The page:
Who will benefit from a neuropsychological assessment?

A neuropsychological assessment may be helpful when a person is suspected or known to have suffered a brain injury and changes in thinking or behaviour have been recognized.  

The people with the following conditions are often referred for assessment: 

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  • Traumatic Brain Injury,

  • Multiple Sclerosis,

  • Epilepsy,

  • Brain Infections (Meningitis, Encephalitis),

  • Early Onset Dementia,

  • Dementia (Alzheimer’s Disease, Vascular Dementia, Fronto-Temporal Dementia, Huntington’s Disease),

  • Stroke,

  • Tumours,

  • Intellectual Disability,

  • Global Developmental Delay,

  • Giftedness,

  • Learning Disorders,

  • Neurodevelopmental Disorders (ADHD, Autism Spectrum Disorder),

  • Drug and Alcohol Disorders,

  • Psychiatric Disorders (Depression, Bipolar Disorder, Schizophrenia)


A neuropsychological assessment can assist with:

1. Diagnosis

Inform, correct or confirm diagnoses, differentiate between different neurological conditions (eg., the different types of dementia), and differentiate neurological disorders from psychiatric disorders, or organic from non-organic conditions. 

2. Management Advice

Outline a person’s cognitive strengths and weaknesses and the severity of any impairments, and how these may impact on everyday function. This information may be used in clarifying vocational, recreational or accommodation issues (eg., Can the person return to live independently? Can the individual return to work or driving?).

3. Rehabilitation Strategies and Cognitive Remediation

Information on a person’s level of cognitive function can be utilised to develop strategies or interventions which best optimise that person’s intact cognitive skills together with appropriate environmental manipulation in order to enhance quality of every day living. In addition, the brain has some capacity to ‘re-wire’ itself and therefore suggestions regarding neuroplasticity and cognitive remediation on how to strengthen the brain are also be provided. 

4. Family or Carer Counselling and Education

Education given to carers/family member/Human resource departments regarding the cognitive changes that have occurred and how these will affect the person’s everyday level of function.  This information can reduce the distress and frustration of family members and carers. This information also assist organisations in relation to workers' compensation matters and capacity for workplace integration.

5. Monitoring Progress

At times, it is useful to obtain a baseline assessment of a person’s cognitive capacities if there is uncertainty as to the diagnosis or treatment efficacy (eg., pre and post removal of brain tumour/ pre trial of medication). This is particularly important in clarifying the diagnosis of a dementia. In degenerative disorders, serial assessment is necessary to answer evolving management issues such as legal competency.

6. Legal Competency

At times, a neuropsychological assessment of a person’s cognitive capacities is required for Guardian and Administration Tribunal hearings.
This assessment can help determine whether a client has the cognitive capacity to independently sign a will and testament, manage financial affairs and make rational decisions and judgments regarding accommodation, financial or medical treatment issues.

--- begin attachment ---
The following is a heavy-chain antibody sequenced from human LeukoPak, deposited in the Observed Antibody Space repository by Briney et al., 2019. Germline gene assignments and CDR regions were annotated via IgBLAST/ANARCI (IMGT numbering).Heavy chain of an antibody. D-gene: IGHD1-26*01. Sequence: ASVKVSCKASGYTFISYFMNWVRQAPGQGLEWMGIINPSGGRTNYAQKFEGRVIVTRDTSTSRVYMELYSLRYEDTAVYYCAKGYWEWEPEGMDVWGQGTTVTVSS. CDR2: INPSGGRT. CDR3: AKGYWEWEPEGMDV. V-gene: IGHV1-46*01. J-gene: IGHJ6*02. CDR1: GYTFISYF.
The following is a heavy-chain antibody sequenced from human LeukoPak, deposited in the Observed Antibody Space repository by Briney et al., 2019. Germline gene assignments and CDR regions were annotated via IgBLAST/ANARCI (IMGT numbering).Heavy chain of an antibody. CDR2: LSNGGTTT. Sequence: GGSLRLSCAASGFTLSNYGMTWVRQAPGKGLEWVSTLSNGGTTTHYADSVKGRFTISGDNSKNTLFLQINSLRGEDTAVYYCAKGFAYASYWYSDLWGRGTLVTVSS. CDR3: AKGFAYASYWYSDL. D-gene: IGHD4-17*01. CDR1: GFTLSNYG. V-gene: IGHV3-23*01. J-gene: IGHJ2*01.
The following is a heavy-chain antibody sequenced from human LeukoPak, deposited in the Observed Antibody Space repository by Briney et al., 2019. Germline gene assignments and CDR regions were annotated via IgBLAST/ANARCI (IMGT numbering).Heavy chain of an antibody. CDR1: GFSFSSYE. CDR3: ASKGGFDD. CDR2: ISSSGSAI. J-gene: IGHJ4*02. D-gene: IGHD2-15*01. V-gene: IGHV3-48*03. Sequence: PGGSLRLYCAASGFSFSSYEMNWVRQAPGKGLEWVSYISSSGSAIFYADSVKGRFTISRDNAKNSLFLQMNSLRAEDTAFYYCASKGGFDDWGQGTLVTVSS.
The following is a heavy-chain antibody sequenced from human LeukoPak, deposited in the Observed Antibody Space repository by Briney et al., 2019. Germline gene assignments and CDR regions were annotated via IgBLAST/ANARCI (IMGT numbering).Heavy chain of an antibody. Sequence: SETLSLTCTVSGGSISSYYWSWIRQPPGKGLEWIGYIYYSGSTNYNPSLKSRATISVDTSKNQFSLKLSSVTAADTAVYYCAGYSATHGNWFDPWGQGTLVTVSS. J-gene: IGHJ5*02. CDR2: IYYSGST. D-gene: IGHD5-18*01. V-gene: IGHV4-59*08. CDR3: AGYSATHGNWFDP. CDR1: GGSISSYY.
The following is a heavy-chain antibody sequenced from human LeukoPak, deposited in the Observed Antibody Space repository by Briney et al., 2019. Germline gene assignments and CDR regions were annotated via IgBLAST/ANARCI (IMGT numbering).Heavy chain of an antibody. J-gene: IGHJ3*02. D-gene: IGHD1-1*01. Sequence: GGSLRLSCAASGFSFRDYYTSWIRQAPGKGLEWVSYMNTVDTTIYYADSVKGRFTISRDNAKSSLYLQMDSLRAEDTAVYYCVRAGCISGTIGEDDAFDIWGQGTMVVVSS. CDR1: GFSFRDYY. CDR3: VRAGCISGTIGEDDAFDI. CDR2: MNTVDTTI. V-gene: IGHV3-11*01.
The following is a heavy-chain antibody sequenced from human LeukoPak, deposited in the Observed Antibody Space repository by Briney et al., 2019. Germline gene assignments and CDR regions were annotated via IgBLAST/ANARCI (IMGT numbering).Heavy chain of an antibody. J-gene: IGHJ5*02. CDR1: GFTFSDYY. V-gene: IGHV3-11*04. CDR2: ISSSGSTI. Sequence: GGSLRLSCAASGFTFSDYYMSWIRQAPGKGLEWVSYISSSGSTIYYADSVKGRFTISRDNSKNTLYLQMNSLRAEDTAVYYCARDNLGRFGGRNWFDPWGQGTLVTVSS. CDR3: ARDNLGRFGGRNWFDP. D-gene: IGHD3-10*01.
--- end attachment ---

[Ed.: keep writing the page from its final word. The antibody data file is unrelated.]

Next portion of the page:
other services include CLINICAL SUPERVISION and intervention

CLINICAL SUPERVISION

Deidre is an approved supervisor for Clinical Neuropsychology and all other levels of psychological practice (4+2, 5+1 etc) with the Psychology Board of Australia (PBA). She has supervised both provisional psychologists and registered psychologists completing their post graduate qualifications in areas of specialist endorsement. Deidre enjoys the collaborative process that supervision provides and the supervisory alliance and is committed to open and informed feedback supervision. 

Neurofeedback therapy

NQNS now provides Neurofeedback therapy as an adjunct intervention to treat clients with a wide range of neurological, psychological and physiological disorders. Neurofeedback, also known as EEG (electroencephalogram) biofeedback, is a therapeutic intervention that provides immediate feedback from a computer-based software program that assesses a client’s brainwave activity. The program then uses sound or visual signals to retrain these brain signals. By responding to this process, clients learn to regulate and improve their brain function and to alleviate symptoms of various neurological and psychological disorders.

Over the past 20 years, neuroscience has repeatedly shown how the brain is adaptable and capable of plasticity. This technology and software provides direct training of brain function and guides the brain towards optimal adjustment and self-regulation. Neurofeedback therapy tends to manage or regulate the workings of the brain so it functions in a healthier, more synchronised manner.

Neurofeedback therapy may be used for the following conditions: ASD, children and adults with ADHD, Traumatic Brain Injury, Learning Disorder, Depression, Anxiety, PTSD, Substance Abuse, Tics, and Headaches/Migraines. It may also be used for peak performance training for professional athletes and for work performance enhancement.

For more information regarding Neurofeedback, a comprehensive bibliography of research can be found here: http://www.isnr.net/resources/comprehensive-bibliography.cf

Other interventions

Other interventions include psychoeducation, adjustment counselling post cerebral events, cognitive rehabilitation/remediation, positive behaviour support programs, and brain health/lifestyle education.